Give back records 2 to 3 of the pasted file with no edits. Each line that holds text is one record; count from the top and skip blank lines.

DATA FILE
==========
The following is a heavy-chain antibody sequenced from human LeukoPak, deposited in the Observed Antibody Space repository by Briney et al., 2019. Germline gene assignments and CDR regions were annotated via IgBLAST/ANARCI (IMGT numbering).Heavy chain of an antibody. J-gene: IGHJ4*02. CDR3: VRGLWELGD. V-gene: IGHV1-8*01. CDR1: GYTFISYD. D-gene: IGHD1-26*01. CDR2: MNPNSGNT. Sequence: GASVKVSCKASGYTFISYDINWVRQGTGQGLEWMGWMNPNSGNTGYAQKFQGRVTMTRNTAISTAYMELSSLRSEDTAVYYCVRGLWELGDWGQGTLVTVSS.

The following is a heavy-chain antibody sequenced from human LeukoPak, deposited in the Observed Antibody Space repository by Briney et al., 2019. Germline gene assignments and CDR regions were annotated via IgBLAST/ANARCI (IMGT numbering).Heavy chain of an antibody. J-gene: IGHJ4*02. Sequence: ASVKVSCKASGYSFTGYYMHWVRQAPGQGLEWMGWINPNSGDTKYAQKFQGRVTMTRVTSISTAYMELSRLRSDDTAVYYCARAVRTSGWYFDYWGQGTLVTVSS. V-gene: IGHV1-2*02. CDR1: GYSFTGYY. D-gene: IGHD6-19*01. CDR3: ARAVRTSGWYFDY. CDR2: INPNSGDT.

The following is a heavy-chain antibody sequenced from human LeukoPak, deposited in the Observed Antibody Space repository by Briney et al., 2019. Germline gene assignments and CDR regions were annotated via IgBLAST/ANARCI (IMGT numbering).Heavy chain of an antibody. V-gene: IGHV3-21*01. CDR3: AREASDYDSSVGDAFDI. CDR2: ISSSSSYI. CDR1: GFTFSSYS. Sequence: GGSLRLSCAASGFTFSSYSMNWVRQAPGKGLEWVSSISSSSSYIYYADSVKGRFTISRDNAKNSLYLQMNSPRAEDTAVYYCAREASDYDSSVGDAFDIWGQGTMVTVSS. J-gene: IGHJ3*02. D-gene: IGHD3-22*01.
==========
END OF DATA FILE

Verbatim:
The following is a heavy-chain antibody sequenced from human LeukoPak, deposited in the Observed Antibody Space repository by Briney et al., 2019. Germline gene assignments and CDR regions were annotated via IgBLAST/ANARCI (IMGT numbering).Heavy chain of an antibody. J-gene: IGHJ4*02. Sequence: ASVKVSCKASGYSFTGYYMHWVRQAPGQGLEWMGWINPNSGDTKYAQKFQGRVTMTRVTSISTAYMELSRLRSDDTAVYYCARAVRTSGWYFDYWGQGTLVTVSS. V-gene: IGHV1-2*02. CDR1: GYSFTGYY. D-gene: IGHD6-19*01. CDR3: ARAVRTSGWYFDY. CDR2: INPNSGDT.

The following is a heavy-chain antibody sequenced from human LeukoPak, deposited in the Observed Antibody Space repository by Briney et al., 2019. Germline gene assignments and CDR regions were annotated via IgBLAST/ANARCI (IMGT numbering).Heavy chain of an antibody. V-gene: IGHV3-21*01. CDR3: AREASDYDSSVGDAFDI. CDR2: ISSSSSYI. CDR1: GFTFSSYS. Sequence: GGSLRLSCAASGFTFSSYSMNWVRQAPGKGLEWVSSISSSSSYIYYADSVKGRFTISRDNAKNSLYLQMNSPRAEDTAVYYCAREASDYDSSVGDAFDIWGQGTMVTVSS. J-gene: IGHJ3*02. D-gene: IGHD3-22*01.